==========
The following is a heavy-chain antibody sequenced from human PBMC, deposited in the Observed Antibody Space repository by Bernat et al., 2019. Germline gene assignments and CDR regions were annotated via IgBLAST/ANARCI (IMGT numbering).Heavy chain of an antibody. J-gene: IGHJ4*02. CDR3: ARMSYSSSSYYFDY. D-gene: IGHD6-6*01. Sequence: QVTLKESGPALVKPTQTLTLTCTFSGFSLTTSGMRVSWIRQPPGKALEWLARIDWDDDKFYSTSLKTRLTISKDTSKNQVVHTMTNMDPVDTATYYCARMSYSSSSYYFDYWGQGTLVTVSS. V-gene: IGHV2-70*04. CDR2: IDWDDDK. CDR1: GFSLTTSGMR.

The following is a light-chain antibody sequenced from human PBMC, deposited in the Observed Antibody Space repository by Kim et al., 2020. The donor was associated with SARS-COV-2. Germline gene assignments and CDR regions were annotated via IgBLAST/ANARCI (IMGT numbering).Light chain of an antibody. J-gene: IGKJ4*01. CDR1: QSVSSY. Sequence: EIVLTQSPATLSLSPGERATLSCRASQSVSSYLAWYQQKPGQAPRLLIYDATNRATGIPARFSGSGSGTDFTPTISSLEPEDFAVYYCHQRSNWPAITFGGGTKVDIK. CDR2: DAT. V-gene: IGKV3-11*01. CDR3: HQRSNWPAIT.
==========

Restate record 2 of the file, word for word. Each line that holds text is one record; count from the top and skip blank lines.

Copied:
The following is a light-chain antibody sequenced from human PBMC, deposited in the Observed Antibody Space repository by Kim et al., 2020. The donor was associated with SARS-COV-2. Germline gene assignments and CDR regions were annotated via IgBLAST/ANARCI (IMGT numbering).Light chain of an antibody. J-gene: IGKJ4*01. CDR1: QSVSSY. Sequence: EIVLTQSPATLSLSPGERATLSCRASQSVSSYLAWYQQKPGQAPRLLIYDATNRATGIPARFSGSGSGTDFTPTISSLEPEDFAVYYCHQRSNWPAITFGGGTKVDIK. CDR2: DAT. V-gene: IGKV3-11*01. CDR3: HQRSNWPAIT.